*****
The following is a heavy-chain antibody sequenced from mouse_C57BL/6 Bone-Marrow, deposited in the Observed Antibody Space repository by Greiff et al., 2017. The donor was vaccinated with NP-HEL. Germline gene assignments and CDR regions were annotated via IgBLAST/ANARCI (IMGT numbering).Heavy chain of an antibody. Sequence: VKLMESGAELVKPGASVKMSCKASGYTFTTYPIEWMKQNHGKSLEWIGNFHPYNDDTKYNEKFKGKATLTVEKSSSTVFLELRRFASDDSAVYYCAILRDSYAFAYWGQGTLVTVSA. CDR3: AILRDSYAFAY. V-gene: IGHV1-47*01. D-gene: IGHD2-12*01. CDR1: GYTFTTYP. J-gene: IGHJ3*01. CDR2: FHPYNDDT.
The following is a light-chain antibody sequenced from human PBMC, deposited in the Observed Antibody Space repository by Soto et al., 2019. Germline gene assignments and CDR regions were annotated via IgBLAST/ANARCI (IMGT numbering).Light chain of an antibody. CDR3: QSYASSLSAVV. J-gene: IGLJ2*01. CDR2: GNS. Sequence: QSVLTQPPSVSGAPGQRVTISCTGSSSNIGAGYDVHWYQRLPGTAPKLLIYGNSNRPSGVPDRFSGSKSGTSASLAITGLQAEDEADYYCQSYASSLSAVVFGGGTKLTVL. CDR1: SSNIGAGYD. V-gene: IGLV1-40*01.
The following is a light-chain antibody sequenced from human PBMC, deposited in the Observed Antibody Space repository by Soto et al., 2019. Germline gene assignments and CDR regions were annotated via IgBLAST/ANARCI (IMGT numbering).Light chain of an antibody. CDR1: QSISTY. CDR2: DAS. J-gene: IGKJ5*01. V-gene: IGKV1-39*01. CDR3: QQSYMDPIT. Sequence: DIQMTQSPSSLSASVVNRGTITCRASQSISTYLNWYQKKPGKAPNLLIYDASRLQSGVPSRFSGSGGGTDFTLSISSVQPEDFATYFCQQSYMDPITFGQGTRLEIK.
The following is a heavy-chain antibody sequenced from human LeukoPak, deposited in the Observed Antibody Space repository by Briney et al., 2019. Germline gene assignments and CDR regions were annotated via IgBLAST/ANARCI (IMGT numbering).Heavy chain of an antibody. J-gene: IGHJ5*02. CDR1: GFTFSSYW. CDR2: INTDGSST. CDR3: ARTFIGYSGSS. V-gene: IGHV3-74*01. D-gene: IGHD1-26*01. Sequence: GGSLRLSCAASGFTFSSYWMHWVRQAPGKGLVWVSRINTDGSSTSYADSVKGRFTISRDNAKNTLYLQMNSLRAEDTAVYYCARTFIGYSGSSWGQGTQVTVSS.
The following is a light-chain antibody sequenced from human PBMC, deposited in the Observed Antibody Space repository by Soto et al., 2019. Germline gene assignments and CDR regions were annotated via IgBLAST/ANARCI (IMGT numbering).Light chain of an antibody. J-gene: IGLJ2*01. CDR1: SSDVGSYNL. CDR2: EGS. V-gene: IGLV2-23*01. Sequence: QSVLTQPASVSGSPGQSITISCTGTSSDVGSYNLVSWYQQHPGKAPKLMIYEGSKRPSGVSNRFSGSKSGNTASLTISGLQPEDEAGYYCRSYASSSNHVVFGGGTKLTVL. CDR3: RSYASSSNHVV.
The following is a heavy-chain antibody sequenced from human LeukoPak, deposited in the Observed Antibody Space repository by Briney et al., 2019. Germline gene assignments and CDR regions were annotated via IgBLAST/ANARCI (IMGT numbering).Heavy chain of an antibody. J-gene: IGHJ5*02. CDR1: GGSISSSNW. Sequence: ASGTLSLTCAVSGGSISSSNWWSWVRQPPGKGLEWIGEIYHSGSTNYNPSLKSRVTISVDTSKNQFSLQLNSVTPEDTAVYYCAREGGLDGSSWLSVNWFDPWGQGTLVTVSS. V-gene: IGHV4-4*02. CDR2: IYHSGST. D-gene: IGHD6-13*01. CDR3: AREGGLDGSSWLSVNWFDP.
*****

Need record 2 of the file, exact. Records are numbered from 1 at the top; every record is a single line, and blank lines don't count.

The following is a light-chain antibody sequenced from human PBMC, deposited in the Observed Antibody Space repository by Soto et al., 2019. Germline gene assignments and CDR regions were annotated via IgBLAST/ANARCI (IMGT numbering).Light chain of an antibody. CDR3: QSYASSLSAVV. J-gene: IGLJ2*01. CDR2: GNS. Sequence: QSVLTQPPSVSGAPGQRVTISCTGSSSNIGAGYDVHWYQRLPGTAPKLLIYGNSNRPSGVPDRFSGSKSGTSASLAITGLQAEDEADYYCQSYASSLSAVVFGGGTKLTVL. CDR1: SSNIGAGYD. V-gene: IGLV1-40*01.